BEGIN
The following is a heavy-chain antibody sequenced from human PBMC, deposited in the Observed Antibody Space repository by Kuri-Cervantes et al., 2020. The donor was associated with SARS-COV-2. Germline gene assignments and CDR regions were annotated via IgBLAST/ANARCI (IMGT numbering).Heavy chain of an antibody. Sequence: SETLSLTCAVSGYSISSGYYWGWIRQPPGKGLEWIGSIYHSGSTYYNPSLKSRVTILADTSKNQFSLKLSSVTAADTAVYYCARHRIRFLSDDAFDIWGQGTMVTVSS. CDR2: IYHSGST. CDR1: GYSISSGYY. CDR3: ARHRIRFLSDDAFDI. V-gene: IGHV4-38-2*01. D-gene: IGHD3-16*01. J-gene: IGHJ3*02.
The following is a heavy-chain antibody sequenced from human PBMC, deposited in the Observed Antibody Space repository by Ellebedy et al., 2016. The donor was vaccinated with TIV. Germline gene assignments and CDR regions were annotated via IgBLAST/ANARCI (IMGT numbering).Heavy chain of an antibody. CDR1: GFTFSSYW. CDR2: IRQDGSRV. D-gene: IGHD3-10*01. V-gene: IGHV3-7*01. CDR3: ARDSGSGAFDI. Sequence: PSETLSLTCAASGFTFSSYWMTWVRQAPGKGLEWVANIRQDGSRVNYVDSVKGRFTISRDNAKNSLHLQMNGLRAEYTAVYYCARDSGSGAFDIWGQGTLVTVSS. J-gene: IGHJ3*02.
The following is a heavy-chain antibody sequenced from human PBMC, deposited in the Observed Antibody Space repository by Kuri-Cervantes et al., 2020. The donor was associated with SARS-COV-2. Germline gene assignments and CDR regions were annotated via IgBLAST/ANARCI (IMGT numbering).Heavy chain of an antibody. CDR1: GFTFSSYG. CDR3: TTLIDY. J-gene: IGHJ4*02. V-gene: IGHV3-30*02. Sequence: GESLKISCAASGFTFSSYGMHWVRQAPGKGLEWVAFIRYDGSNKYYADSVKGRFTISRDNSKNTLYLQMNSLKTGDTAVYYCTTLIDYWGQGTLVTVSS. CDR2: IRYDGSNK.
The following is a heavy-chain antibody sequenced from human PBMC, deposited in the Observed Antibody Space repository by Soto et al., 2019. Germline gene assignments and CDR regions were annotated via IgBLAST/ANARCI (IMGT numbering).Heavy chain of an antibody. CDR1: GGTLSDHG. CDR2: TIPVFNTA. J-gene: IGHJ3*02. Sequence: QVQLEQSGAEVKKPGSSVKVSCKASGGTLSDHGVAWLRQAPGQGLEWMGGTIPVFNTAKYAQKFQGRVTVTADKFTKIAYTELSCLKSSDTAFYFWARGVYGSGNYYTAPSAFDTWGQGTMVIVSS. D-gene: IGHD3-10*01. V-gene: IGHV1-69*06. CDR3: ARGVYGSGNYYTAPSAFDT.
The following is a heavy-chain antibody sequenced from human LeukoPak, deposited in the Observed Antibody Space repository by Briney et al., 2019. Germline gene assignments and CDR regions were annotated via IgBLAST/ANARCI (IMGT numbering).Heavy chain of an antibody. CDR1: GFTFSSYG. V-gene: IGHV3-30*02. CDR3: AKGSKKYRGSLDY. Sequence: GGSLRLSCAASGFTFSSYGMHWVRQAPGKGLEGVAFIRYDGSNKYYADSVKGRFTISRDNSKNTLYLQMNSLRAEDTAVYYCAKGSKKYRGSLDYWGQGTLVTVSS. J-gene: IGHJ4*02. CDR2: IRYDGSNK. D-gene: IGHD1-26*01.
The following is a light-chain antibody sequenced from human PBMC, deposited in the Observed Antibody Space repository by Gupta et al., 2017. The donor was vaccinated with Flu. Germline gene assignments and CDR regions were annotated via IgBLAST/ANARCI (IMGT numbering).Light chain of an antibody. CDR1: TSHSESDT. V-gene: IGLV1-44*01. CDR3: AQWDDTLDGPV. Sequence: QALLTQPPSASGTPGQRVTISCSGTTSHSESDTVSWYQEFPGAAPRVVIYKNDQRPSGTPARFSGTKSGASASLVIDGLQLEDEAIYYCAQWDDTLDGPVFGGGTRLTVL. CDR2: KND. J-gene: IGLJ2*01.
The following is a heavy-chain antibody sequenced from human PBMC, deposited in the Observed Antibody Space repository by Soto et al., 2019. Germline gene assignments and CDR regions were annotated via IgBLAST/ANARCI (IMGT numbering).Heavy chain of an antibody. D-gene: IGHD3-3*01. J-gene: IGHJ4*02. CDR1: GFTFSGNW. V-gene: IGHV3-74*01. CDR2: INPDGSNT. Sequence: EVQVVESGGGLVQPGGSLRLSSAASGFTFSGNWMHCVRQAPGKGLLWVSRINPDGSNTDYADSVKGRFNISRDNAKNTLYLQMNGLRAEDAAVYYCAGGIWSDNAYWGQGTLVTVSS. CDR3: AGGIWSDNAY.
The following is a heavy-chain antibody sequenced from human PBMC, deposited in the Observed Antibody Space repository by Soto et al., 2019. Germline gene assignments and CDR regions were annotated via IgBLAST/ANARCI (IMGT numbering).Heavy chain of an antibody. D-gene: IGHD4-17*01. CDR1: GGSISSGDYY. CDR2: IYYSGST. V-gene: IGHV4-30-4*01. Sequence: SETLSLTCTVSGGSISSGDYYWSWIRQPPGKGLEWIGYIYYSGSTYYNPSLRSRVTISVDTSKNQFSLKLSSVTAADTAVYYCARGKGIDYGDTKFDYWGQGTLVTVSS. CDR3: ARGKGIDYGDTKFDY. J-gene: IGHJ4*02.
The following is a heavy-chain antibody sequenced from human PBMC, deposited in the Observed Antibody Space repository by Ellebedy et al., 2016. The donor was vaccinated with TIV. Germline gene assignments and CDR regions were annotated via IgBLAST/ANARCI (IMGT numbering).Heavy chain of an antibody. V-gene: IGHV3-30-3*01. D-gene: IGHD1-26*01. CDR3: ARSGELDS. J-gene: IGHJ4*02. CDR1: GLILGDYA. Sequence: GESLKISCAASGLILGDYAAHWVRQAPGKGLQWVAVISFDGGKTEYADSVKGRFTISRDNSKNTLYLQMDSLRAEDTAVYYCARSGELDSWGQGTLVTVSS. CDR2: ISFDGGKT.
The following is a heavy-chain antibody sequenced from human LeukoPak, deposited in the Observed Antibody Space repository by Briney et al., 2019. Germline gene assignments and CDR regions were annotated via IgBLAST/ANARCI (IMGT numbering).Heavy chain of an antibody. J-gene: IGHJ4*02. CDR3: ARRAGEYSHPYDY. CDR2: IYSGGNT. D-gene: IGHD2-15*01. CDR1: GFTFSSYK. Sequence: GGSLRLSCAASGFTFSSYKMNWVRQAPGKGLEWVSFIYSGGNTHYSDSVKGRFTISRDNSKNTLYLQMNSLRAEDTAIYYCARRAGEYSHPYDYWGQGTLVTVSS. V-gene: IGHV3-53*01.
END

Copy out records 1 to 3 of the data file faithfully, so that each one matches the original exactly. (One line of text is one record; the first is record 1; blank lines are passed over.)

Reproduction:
The following is a heavy-chain antibody sequenced from human PBMC, deposited in the Observed Antibody Space repository by Kuri-Cervantes et al., 2020. The donor was associated with SARS-COV-2. Germline gene assignments and CDR regions were annotated via IgBLAST/ANARCI (IMGT numbering).Heavy chain of an antibody. Sequence: SETLSLTCAVSGYSISSGYYWGWIRQPPGKGLEWIGSIYHSGSTYYNPSLKSRVTILADTSKNQFSLKLSSVTAADTAVYYCARHRIRFLSDDAFDIWGQGTMVTVSS. CDR2: IYHSGST. CDR1: GYSISSGYY. CDR3: ARHRIRFLSDDAFDI. V-gene: IGHV4-38-2*01. D-gene: IGHD3-16*01. J-gene: IGHJ3*02.
The following is a heavy-chain antibody sequenced from human PBMC, deposited in the Observed Antibody Space repository by Ellebedy et al., 2016. The donor was vaccinated with TIV. Germline gene assignments and CDR regions were annotated via IgBLAST/ANARCI (IMGT numbering).Heavy chain of an antibody. CDR1: GFTFSSYW. CDR2: IRQDGSRV. D-gene: IGHD3-10*01. V-gene: IGHV3-7*01. CDR3: ARDSGSGAFDI. Sequence: PSETLSLTCAASGFTFSSYWMTWVRQAPGKGLEWVANIRQDGSRVNYVDSVKGRFTISRDNAKNSLHLQMNGLRAEYTAVYYCARDSGSGAFDIWGQGTLVTVSS. J-gene: IGHJ3*02.
The following is a heavy-chain antibody sequenced from human PBMC, deposited in the Observed Antibody Space repository by Kuri-Cervantes et al., 2020. The donor was associated with SARS-COV-2. Germline gene assignments and CDR regions were annotated via IgBLAST/ANARCI (IMGT numbering).Heavy chain of an antibody. CDR1: GFTFSSYG. CDR3: TTLIDY. J-gene: IGHJ4*02. V-gene: IGHV3-30*02. Sequence: GESLKISCAASGFTFSSYGMHWVRQAPGKGLEWVAFIRYDGSNKYYADSVKGRFTISRDNSKNTLYLQMNSLKTGDTAVYYCTTLIDYWGQGTLVTVSS. CDR2: IRYDGSNK.